The Zimmerman telegram earned Hall his knighthood. But at the end of the war the 48 year old Hall sought permission from the Admiralty to stand as a Unionist candidate in the 1918 General Election. This was not a unique request at the time, and it would have been unusual if it has been rejected. However the Admiralty seem to have considered, though ultimately thrown out, the unprecedented possibility of allowing Hall to continue as DNI while sitting in parliament (*17). Although he therefore retired from the service when he entered Parliament, he continued to be well known and respected in the intelligence community. In 1924 he was implicated in the "Zinoviev Letter" affair, in which information from MI5 was leaked to the press in an attempt to discredit Ramsay MacDonald, the first Labour Prime Minister. A few years later, in 1927, he was involved in the discovery of a Russian spy named Wilfred McCartney and much later, in 1939, when he was 69, he was recalled to advise on the reorganisation of Naval Intelligence for the Second World War (*18).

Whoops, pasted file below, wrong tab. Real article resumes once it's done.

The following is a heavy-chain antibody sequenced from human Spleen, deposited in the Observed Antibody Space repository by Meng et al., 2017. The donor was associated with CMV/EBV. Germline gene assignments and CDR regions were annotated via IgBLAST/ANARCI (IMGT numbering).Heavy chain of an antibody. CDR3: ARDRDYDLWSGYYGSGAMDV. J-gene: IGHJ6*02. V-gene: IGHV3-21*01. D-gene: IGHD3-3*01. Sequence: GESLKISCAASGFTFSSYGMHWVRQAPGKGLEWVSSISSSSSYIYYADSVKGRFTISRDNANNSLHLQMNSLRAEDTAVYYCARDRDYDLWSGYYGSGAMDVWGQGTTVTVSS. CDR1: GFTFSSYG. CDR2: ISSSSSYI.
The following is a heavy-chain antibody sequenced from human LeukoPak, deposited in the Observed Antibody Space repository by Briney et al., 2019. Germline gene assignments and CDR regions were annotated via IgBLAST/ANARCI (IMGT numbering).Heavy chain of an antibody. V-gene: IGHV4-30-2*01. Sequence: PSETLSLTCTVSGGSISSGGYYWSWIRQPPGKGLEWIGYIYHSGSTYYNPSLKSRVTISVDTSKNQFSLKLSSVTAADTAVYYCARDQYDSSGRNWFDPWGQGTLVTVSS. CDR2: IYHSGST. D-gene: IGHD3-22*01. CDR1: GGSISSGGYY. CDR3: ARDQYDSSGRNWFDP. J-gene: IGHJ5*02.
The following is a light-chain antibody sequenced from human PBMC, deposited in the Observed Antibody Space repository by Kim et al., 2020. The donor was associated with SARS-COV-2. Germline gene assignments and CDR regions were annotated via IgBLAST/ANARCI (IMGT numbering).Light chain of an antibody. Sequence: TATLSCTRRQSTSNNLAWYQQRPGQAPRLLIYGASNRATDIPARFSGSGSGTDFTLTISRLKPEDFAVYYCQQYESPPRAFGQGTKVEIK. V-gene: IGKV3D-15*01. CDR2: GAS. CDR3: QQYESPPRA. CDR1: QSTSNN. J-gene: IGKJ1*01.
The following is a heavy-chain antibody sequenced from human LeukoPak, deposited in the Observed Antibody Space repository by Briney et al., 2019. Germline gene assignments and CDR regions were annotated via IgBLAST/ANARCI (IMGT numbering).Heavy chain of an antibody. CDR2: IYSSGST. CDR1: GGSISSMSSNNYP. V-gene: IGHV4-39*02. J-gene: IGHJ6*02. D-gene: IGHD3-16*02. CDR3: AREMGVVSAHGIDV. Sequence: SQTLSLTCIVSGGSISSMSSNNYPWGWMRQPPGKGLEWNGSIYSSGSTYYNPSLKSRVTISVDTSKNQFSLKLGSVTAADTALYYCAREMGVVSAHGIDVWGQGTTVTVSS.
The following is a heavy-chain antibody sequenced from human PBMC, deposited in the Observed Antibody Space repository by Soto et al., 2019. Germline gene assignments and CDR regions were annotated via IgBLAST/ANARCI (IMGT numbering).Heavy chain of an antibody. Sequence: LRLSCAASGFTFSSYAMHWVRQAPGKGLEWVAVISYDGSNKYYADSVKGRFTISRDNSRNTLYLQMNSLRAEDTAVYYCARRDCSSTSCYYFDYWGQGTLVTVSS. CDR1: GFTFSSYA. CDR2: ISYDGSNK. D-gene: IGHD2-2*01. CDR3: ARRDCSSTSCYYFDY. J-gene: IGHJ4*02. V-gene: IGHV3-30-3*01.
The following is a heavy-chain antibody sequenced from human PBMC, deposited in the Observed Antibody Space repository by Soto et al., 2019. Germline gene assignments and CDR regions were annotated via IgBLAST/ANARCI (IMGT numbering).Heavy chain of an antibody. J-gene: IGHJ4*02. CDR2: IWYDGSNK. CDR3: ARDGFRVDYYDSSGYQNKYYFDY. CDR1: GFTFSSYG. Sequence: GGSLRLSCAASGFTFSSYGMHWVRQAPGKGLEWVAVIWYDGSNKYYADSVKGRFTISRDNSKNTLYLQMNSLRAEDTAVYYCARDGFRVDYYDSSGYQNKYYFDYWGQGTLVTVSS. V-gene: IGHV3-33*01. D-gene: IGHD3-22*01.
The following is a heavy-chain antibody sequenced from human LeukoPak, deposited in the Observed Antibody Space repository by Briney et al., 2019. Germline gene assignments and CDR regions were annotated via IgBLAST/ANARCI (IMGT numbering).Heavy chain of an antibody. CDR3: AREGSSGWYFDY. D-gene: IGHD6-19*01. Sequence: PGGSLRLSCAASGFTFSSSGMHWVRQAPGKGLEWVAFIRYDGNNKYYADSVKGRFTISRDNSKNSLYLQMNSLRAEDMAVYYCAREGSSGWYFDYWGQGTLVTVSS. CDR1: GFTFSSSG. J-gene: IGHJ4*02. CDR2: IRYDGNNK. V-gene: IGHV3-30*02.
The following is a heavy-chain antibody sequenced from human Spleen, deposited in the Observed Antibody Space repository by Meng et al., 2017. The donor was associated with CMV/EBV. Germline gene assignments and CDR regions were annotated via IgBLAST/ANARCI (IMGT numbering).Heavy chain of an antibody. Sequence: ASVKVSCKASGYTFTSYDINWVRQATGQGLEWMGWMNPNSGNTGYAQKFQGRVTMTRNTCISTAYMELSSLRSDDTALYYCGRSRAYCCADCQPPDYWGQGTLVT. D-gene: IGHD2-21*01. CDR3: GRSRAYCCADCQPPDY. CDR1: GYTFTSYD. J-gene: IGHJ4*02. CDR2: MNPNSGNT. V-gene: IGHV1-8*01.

When he entered Parliament in 1919 it became clear that he was no ordinary, novice, backbencher. Yet this hardly explains what he was doing in Dean's Yard, with some the country's most powerful industrialists just a few weeks after entering Parliament. The explanation for this is perhaps to be found in a scheme he hatched in conjunction with Basil Thomson before he had left Naval Intelligence. Both men were aware that, with War ended, the government would be seeking to reduce and rationalise the intelligence services and so they proposed the creation of a single, centralised, domestic intelligence service. Their idea was to combine the functions of MI5, Special Branch and the various "labour unrest" intelligence departments that had been operated by many of the wartime ministries. But this apparently reasonable suggestion was only part of a grander, and more dubious scheme. If their plan had gone ahead Thomson would have headed the new department, and MI5 would have been disbanded.